Austin, TX: University of Texas, 1987. First Edition. Laid in is a type letter signed by the quarterly's senior editor, Dave Oliphant, on stationery from the university, addressed to Ruth Ford. Oliphant responds to Ford's approval of a recent article he wrote on the archive of actor Zachary Scott, Ford's first husband. Oliphant has also included a Xerox copy of a letter from another admirer of the Scott article, John Dooley, librarian of Bryn Mawr College, trusting the letter to be of interest to Ruth Ford. Also laid in is a "with compliments" slip from the publisher.
Included is a copy of the Chronicle from 1970 (New Series Number 2), with an article on the reference materials found in the basement at William Randolph Hearst's' "Journal-American" (1937-1966). Among the materials were various clippings, photographs, and negatives of celebrities, artists, and writers. Zachary Scott was featured prominently in the newspaper, and two negatives are highlighted (both show Scott with wife, Ruth Ford).
Ruth Ford was an American stage and film actress, sister to the bohemian surrealist Charles Henri Ford. She began her career as a model for the likes of Harper’s and Mademoiselle, and early on was a member of Orson Welles’ Mercury Theatre. With Welles’ help she went on to land work in Hollywood. Her best known films include “The Keys of the Kingdom” (1944), Anthony Mann’s “Strange Impersonation” (1946), and Frank Perry’s “Play It As It Lays” (1972).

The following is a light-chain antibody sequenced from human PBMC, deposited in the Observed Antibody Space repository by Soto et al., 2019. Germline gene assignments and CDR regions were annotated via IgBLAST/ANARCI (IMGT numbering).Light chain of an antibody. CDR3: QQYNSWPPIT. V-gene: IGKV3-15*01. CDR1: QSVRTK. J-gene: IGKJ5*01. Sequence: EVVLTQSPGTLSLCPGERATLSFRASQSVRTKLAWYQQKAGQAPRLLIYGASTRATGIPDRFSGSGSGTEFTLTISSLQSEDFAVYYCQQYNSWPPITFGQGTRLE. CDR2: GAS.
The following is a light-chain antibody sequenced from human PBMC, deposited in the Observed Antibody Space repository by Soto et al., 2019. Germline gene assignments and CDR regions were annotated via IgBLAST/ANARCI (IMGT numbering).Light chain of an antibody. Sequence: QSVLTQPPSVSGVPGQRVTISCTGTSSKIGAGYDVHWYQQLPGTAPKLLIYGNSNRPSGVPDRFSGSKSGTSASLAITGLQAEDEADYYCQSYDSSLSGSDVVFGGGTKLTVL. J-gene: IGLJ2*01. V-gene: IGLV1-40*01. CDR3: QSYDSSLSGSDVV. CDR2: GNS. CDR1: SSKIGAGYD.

Her persona was as important—if not more important—than her career in film and on the stage. For more than 40 years, her apartment in the Dakota, the gabled, fortress-like building on 72nd Street, welcomed the likes of William Faulkner, Tennessee Williams, Edward Albee, Terrence McNally, Stephen Sondheim, and Truman Capote. A chance encounter between Arthur Laurents in her Manhattan living room led to the pair’s collaboration on “West Side Story.”
Two faint dampstains to the copy containing the TLS, else both volumes Near Fine in printed wrappers.
From the estate of Ruth Ford.